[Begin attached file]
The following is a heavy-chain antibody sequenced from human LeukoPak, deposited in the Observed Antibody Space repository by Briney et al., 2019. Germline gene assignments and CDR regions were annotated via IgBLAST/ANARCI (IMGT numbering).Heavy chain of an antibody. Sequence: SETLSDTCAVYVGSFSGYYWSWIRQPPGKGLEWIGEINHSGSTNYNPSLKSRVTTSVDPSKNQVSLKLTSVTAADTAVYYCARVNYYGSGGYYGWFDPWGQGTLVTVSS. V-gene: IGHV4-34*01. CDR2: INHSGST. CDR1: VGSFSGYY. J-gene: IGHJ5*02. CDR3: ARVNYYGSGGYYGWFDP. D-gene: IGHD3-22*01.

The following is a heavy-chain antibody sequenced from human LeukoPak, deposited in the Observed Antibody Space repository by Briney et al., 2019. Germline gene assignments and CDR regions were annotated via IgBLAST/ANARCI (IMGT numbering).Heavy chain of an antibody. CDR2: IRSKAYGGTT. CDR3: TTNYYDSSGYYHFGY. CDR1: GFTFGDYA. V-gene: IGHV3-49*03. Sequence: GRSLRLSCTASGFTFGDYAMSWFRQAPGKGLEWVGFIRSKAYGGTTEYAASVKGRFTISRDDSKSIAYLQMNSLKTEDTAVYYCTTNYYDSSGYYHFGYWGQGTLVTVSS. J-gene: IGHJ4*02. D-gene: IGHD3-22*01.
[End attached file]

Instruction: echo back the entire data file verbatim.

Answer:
The following is a heavy-chain antibody sequenced from human LeukoPak, deposited in the Observed Antibody Space repository by Briney et al., 2019. Germline gene assignments and CDR regions were annotated via IgBLAST/ANARCI (IMGT numbering).Heavy chain of an antibody. Sequence: SETLSDTCAVYVGSFSGYYWSWIRQPPGKGLEWIGEINHSGSTNYNPSLKSRVTTSVDPSKNQVSLKLTSVTAADTAVYYCARVNYYGSGGYYGWFDPWGQGTLVTVSS. V-gene: IGHV4-34*01. CDR2: INHSGST. CDR1: VGSFSGYY. J-gene: IGHJ5*02. CDR3: ARVNYYGSGGYYGWFDP. D-gene: IGHD3-22*01.

The following is a heavy-chain antibody sequenced from human LeukoPak, deposited in the Observed Antibody Space repository by Briney et al., 2019. Germline gene assignments and CDR regions were annotated via IgBLAST/ANARCI (IMGT numbering).Heavy chain of an antibody. CDR2: IRSKAYGGTT. CDR3: TTNYYDSSGYYHFGY. CDR1: GFTFGDYA. V-gene: IGHV3-49*03. Sequence: GRSLRLSCTASGFTFGDYAMSWFRQAPGKGLEWVGFIRSKAYGGTTEYAASVKGRFTISRDDSKSIAYLQMNSLKTEDTAVYYCTTNYYDSSGYYHFGYWGQGTLVTVSS. J-gene: IGHJ4*02. D-gene: IGHD3-22*01.